Home Page > Property Law Library > Possession claims > Orders for possession

Home Page
Contact
Editorial Team

Protection from Eviction Act
Trespassers
Bankruptcy
Discrimination defences
Human Rights Act defences
Orders for possession
Warrants
Suspending warrants
Setting aside

Current page






Orders for possession

This page deals with the following topics
  • Adjourned orders
  • Consent orders
  • Effect of order on homelessness application
  • Suspended orders
  • Postponed orders - should they still be made in assured tenancy cases now that the HL has said that the tenancy comes to an end only when the order is executed?
  • Injunctions and possession orders
  • Second possession orders

"Adjourned orders"

Anti-social behaviour - claim adjourned on undertaking

Hastoe Housing Association Ltd v Ellis
[2007] EWCA 1238

The housing association brought possession proceedings based on the tenant's nuisance. There were negotiations which resulted in the parties asking the court to make an order in which the defendant gave an undertaking in relation to the nuisance and which continued as follows:
    "And the Court accepted her undertaking - the Court ordered that the undertaking will remain in force until 4:00pm on 17 May 2009 or further order and that the possession proceedings be adjourned generally with liberty to restore and if not restored by 18 May 2009 will be struck out".
The trial judge refused to make an order sought failing to appreciate that the adjournment sought was pursuant to a compromise of the action rather than a simple adjournment of the trial for two years! The Court of Appeal held that the judge should have made the order which was a perfectly proper order to make and which was permitted by the terms of s 9 of the Housing Act 1988, the relevant parts of which provide as follows:
    "(1) Subject to subsection (6) below, the court may adjourn for such period or periods as it thinks fit proceedings for possession of a dwelling-house let on an assured tenancy."

Consent orders

Baygreen Properties Ltd v Gil
[2002] EWCA Civ 1340

The court may only make an order by consent where there is an express or implied admission by T of the grounds relied upon by L. The best method of ensuring that the consent order is valid is to set out the admissions in the order. The judge at the hearing did not hear any evidence and failed to ask the tenant whether or not she admitted the arrears claimed. The consent order was set aside.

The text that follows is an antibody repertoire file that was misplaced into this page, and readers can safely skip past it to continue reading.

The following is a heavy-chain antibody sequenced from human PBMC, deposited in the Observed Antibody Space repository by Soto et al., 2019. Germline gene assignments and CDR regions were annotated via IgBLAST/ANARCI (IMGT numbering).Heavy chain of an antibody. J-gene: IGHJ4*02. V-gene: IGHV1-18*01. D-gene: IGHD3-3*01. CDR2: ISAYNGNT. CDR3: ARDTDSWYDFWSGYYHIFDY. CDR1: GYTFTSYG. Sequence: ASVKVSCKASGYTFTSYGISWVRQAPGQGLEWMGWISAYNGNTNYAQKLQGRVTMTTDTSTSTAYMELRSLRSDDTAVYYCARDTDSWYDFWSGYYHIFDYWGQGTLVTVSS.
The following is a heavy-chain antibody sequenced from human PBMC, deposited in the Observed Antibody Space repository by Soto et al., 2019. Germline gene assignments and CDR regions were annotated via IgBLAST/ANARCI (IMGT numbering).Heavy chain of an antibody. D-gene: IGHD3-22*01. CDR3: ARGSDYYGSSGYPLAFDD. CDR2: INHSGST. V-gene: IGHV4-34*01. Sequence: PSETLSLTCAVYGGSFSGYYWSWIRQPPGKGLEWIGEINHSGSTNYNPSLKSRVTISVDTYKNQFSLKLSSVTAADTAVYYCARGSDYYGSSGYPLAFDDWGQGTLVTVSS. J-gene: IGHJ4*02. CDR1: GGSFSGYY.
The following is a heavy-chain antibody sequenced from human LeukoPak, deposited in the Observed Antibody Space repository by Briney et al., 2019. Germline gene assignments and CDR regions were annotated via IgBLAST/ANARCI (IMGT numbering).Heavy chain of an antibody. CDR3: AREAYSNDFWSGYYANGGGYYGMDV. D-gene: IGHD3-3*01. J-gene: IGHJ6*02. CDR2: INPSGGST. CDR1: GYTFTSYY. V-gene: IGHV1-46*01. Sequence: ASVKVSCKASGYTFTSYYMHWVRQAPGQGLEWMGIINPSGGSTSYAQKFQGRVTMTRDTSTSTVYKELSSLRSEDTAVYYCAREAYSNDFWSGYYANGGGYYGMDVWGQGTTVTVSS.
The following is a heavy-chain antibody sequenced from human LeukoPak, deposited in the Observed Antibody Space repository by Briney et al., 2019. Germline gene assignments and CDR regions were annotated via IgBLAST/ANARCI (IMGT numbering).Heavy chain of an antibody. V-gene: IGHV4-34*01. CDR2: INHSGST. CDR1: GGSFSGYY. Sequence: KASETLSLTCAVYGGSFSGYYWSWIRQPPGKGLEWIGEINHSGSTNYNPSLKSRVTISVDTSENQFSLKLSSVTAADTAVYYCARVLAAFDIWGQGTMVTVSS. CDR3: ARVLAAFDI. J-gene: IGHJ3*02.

"The crucial point is that, in order for the court to have jurisdiction in a case where there is a consent order, the relevant admission, whether express or implied, must be clearly shown. If the true explanation for the consent order may simply be that there was a compromise between the parties, it may well be that it will not be possible to imply the relevant admission. The moral of the story is perhaps that, in all these cases, it is desirable that the consent order should spell out, in express terms, the admission, or, where for some reason that does not happen, the court should ask the tenant what admissions are being made, so that there is no room for confusion or doubt in the future." (Clarke LJ).

Effect of possession order on homelessness application

Arrears cases - effect of possession order

Green v London Borough of Croydon
[2007] EWCA Civ 1367

In this case a local authority in deciding whether or not applicants for housing had been rendered intentionally homeless had relied upon the decision of the district judge in a possession claim that there were rent arrears. There was some scope for arguing that the judge was wrong about that and the applicants argued that the authority should have looked into the matter further before treating them as intentionally homeless. The argument was rejected. The authority was entitled to rely upon the judge's decision and it could not be said that they had failed to make all such enquiries as were necessary (as required by s184(1) of the Housing Act 1996) when coming to its decision on the question of its duty in relation to their homelessness.

The case highlights the importance of tenants making sure that if they wish to dispute any suggestion of arrears that they should do so during the possession claim.


Postponing and suspending possession orders

Suspended orders – N28

The standard county court form for a suspended order for possession is N28. Under that order possession is ordered to be given on a certain date but enforcement of the order is suspended so long as the tenant complies with the conditions of the order. The full wording of the relevant part of Form N28 reads as follows:
    ".. and the court orders that
      1. The defendant give the claimant possession of [address] on or before [date].
      2. The defendant pay the claimant £.. for arrears of rent.
      3. The defendant pay the claimant's costs of the claim of £....
      4. The defendant pay the total of £... to the claimant on or before [date].
      5. This order is not to be enforced so long as the defendant pays the claimant the rent arrears and the amount for use and occupation [and costs, totalling] £…… by the payments set out below in addition to the current rent.

      Payments required
      [£….. on or before and]
      £…. per [week/month], the first payment being made on or before [date]."